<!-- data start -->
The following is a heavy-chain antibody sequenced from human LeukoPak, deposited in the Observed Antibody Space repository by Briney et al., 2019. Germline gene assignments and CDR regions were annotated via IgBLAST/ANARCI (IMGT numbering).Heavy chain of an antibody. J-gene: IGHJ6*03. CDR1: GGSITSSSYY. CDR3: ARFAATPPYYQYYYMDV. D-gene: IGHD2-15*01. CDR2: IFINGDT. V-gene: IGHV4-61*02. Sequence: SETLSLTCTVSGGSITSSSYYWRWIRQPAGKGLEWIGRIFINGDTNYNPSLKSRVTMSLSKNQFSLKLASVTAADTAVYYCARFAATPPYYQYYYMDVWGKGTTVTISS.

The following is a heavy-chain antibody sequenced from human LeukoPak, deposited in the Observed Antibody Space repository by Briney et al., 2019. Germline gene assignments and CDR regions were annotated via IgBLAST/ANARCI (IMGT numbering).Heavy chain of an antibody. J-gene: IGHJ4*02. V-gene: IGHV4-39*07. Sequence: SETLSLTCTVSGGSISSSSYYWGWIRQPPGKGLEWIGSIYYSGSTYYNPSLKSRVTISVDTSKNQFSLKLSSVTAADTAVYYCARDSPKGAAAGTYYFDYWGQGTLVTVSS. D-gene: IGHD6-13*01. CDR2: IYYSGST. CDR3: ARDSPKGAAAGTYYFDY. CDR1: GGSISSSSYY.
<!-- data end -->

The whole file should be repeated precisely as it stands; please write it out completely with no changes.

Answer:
The following is a heavy-chain antibody sequenced from human LeukoPak, deposited in the Observed Antibody Space repository by Briney et al., 2019. Germline gene assignments and CDR regions were annotated via IgBLAST/ANARCI (IMGT numbering).Heavy chain of an antibody. J-gene: IGHJ6*03. CDR1: GGSITSSSYY. CDR3: ARFAATPPYYQYYYMDV. D-gene: IGHD2-15*01. CDR2: IFINGDT. V-gene: IGHV4-61*02. Sequence: SETLSLTCTVSGGSITSSSYYWRWIRQPAGKGLEWIGRIFINGDTNYNPSLKSRVTMSLSKNQFSLKLASVTAADTAVYYCARFAATPPYYQYYYMDVWGKGTTVTISS.

The following is a heavy-chain antibody sequenced from human LeukoPak, deposited in the Observed Antibody Space repository by Briney et al., 2019. Germline gene assignments and CDR regions were annotated via IgBLAST/ANARCI (IMGT numbering).Heavy chain of an antibody. J-gene: IGHJ4*02. V-gene: IGHV4-39*07. Sequence: SETLSLTCTVSGGSISSSSYYWGWIRQPPGKGLEWIGSIYYSGSTYYNPSLKSRVTISVDTSKNQFSLKLSSVTAADTAVYYCARDSPKGAAAGTYYFDYWGQGTLVTVSS. D-gene: IGHD6-13*01. CDR2: IYYSGST. CDR3: ARDSPKGAAAGTYYFDY. CDR1: GGSISSSSYY.